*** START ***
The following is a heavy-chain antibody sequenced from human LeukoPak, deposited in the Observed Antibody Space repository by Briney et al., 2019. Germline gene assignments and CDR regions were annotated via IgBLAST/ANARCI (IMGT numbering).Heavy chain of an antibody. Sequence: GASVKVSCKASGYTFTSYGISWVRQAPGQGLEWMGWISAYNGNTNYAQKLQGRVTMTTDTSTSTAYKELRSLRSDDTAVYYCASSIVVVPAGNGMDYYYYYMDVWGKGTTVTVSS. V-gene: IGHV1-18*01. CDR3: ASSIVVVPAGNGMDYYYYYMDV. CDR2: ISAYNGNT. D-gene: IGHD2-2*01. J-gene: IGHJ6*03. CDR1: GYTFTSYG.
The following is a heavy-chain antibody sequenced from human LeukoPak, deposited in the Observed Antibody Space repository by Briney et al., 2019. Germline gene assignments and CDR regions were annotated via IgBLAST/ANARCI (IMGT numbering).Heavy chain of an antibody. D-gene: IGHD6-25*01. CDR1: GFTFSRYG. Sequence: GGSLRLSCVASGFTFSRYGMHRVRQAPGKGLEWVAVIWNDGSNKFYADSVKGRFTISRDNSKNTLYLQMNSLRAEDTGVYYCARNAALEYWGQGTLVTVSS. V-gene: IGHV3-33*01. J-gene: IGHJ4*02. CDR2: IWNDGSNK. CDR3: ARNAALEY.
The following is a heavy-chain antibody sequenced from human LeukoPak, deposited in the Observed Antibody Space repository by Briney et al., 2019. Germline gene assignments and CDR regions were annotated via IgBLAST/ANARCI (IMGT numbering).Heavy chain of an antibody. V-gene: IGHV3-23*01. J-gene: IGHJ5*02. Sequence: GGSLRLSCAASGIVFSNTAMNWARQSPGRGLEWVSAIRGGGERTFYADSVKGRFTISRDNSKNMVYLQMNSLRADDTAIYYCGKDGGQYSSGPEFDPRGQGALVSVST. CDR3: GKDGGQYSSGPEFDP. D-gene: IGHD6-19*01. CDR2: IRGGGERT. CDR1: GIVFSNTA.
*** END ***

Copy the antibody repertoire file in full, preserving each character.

The following is a heavy-chain antibody sequenced from human LeukoPak, deposited in the Observed Antibody Space repository by Briney et al., 2019. Germline gene assignments and CDR regions were annotated via IgBLAST/ANARCI (IMGT numbering).Heavy chain of an antibody. Sequence: GASVKVSCKASGYTFTSYGISWVRQAPGQGLEWMGWISAYNGNTNYAQKLQGRVTMTTDTSTSTAYKELRSLRSDDTAVYYCASSIVVVPAGNGMDYYYYYMDVWGKGTTVTVSS. V-gene: IGHV1-18*01. CDR3: ASSIVVVPAGNGMDYYYYYMDV. CDR2: ISAYNGNT. D-gene: IGHD2-2*01. J-gene: IGHJ6*03. CDR1: GYTFTSYG.
The following is a heavy-chain antibody sequenced from human LeukoPak, deposited in the Observed Antibody Space repository by Briney et al., 2019. Germline gene assignments and CDR regions were annotated via IgBLAST/ANARCI (IMGT numbering).Heavy chain of an antibody. D-gene: IGHD6-25*01. CDR1: GFTFSRYG. Sequence: GGSLRLSCVASGFTFSRYGMHRVRQAPGKGLEWVAVIWNDGSNKFYADSVKGRFTISRDNSKNTLYLQMNSLRAEDTGVYYCARNAALEYWGQGTLVTVSS. V-gene: IGHV3-33*01. J-gene: IGHJ4*02. CDR2: IWNDGSNK. CDR3: ARNAALEY.
The following is a heavy-chain antibody sequenced from human LeukoPak, deposited in the Observed Antibody Space repository by Briney et al., 2019. Germline gene assignments and CDR regions were annotated via IgBLAST/ANARCI (IMGT numbering).Heavy chain of an antibody. V-gene: IGHV3-23*01. J-gene: IGHJ5*02. Sequence: GGSLRLSCAASGIVFSNTAMNWARQSPGRGLEWVSAIRGGGERTFYADSVKGRFTISRDNSKNMVYLQMNSLRADDTAIYYCGKDGGQYSSGPEFDPRGQGALVSVST. CDR3: GKDGGQYSSGPEFDP. D-gene: IGHD6-19*01. CDR2: IRGGGERT. CDR1: GIVFSNTA.